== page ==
By revealing the speaker has a secret, this causes the public's desire to chip away at her thoughts.

Rossetti's context
Rossetti operates the words in her poem as a barrier to the mind.

This could metaphorically represent that no matter how enclosed women's lives may be physically, they will always have a creative mental space.

The poem portrays the idea that Victorian women desired a private place of their own where they could have imaginative freedom from their contained lives.

Is "Rossetti's secretive subject matter a paradox of her own authorial desire, the impulse to write of what is lyrically private, countered by the sure knowledge that words do and do not reveal the poet's 'inward laughter'"? (Constance W. Hassett, 2005)
Rossetti was an English poet most famous for her works, "Goblin Market", "Remember" and "Winter: My Secret".

She was a governess, a poet, and ran a school for a while.

She lived a quiet life and never married. There were love interests - one she turned down because he reverted to Roman Catholicism, and the other she discovered was not a Christian.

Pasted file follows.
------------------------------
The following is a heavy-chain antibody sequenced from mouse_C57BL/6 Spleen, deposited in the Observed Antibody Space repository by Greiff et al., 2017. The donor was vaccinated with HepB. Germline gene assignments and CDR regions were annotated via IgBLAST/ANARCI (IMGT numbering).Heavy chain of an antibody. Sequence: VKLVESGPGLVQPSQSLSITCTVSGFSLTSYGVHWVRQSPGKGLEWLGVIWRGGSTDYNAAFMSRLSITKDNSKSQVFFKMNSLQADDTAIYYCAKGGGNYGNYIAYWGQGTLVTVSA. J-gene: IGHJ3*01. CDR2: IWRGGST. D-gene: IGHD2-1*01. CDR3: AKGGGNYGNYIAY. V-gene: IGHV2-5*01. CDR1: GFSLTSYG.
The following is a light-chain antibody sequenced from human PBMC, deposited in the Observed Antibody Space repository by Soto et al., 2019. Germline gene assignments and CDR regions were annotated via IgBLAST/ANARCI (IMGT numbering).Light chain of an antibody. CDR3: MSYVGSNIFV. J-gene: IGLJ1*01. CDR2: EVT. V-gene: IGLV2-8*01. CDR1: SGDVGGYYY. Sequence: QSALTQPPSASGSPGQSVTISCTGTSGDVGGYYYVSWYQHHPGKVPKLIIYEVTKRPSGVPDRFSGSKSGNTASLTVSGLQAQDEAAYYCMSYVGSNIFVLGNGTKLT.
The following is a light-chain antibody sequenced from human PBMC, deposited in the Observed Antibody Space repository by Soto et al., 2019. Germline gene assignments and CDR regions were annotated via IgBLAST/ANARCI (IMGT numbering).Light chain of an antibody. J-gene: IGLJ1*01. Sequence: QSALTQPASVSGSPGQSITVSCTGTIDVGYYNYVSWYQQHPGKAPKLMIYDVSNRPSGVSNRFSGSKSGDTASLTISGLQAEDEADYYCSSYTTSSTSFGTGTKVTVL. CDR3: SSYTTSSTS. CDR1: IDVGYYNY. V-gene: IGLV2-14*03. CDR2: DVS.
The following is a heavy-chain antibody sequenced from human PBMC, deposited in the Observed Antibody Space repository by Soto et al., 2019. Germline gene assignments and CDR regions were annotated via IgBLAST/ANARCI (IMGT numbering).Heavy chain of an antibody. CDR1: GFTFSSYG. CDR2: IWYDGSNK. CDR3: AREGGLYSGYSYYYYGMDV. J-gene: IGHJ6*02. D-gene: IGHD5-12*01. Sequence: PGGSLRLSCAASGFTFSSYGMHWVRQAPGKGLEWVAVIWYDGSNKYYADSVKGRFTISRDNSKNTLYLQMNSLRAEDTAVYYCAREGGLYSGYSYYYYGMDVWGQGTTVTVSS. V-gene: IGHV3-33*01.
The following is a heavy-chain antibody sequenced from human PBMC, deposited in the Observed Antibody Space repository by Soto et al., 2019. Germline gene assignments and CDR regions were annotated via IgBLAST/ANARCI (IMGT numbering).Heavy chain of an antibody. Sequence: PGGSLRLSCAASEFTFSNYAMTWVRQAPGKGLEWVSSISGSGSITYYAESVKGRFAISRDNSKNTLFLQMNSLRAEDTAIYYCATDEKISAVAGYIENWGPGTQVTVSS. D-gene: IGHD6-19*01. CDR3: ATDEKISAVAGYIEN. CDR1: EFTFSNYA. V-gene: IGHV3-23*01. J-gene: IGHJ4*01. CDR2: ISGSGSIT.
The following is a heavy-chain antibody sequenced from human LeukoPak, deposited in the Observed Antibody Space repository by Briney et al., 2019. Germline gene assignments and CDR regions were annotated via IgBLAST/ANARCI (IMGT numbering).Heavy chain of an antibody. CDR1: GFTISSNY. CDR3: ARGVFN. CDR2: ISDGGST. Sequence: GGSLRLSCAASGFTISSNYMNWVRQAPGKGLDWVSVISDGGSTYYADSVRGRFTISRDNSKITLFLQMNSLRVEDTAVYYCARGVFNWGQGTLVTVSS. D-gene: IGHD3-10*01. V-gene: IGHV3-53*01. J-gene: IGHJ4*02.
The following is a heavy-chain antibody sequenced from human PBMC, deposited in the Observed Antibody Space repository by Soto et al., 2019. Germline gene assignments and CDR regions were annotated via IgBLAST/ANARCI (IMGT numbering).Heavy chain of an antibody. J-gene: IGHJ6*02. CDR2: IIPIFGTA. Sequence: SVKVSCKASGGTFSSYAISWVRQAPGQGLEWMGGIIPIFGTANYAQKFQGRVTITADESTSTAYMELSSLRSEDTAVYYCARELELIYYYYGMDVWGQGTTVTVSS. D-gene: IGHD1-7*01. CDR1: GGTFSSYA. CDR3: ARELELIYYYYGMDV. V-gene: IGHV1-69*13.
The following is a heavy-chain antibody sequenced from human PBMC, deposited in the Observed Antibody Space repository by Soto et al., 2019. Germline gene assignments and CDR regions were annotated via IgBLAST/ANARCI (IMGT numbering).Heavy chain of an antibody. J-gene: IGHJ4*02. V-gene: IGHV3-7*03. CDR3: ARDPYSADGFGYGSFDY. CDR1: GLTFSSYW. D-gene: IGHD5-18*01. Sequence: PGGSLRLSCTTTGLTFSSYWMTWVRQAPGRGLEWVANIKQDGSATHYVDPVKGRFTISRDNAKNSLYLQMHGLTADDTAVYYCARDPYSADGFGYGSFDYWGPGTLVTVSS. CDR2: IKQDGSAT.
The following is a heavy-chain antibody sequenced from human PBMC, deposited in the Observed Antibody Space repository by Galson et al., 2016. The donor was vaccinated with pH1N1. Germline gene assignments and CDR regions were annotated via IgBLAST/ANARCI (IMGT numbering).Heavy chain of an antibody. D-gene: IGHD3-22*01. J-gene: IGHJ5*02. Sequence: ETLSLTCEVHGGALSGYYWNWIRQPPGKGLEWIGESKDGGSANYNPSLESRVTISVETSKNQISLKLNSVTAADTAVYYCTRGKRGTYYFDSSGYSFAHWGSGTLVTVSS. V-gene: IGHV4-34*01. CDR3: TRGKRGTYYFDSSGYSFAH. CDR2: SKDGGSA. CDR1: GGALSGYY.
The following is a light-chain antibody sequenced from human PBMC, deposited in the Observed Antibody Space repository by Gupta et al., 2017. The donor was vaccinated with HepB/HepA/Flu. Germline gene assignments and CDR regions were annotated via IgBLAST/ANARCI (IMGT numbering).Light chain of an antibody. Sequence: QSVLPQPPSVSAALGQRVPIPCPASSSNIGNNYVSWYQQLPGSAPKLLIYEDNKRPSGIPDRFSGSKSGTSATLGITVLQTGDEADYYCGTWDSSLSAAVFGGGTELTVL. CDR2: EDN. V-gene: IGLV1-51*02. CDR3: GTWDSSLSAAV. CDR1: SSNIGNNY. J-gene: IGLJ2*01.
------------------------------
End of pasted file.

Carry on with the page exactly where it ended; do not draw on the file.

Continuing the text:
Her friends were her brother's, one of whom was Lewis Carroll (Charles Dodgson)

She was very conservative, however...
This poem was written in 1857.

It is a dramatic monologue which is a poetic form used to conceal the speaker's secret, acting as a mask.

There are four stanzas with varied rhyming schemes such as, internal rhyme, "blows and snows" and rhyming couplets, "A veil, a cloak, and other wraps:/ I cannot ope to every one who taps."
Desire for privacy
One interpretation of "Winter: My Secret" seems to portray a woman's sensual urge to protect her secret passions.

Consequently, this causes the speaker's desire for a private interior space from society.

Both forms of desire are secretly locked away inside her mind, displaying the speaker's powerful imaginative freedom.

In pairs, read the poem to each other and try to decide out what the intended tone should be.
"Goblin Market" deals with femininity, sensual/erotic language, addiction, sin and violence!
"One of nineteenth-century England's greatest 'Odd Women'". (Greenblatt & Abrams, 2006)
What kind of secrets are there?
Why do people have secrets?
Are secrets good, or bad, things?
What effect can secrets have?
What kind of secrets are there?
Why do people have secrets?
Are secrets good, or bad, things?
What effect can secrets have?

What might a woman have to keep secret?
Why might the narrator tell her secret in the summer? Try to work out the time that has elapsed from the beginning of the poem to the end.
What connotations can you think of for winter?
Highlight the sensual imagery. (Think about physical objects, things you can touch)
What do the uneven stanzas represent?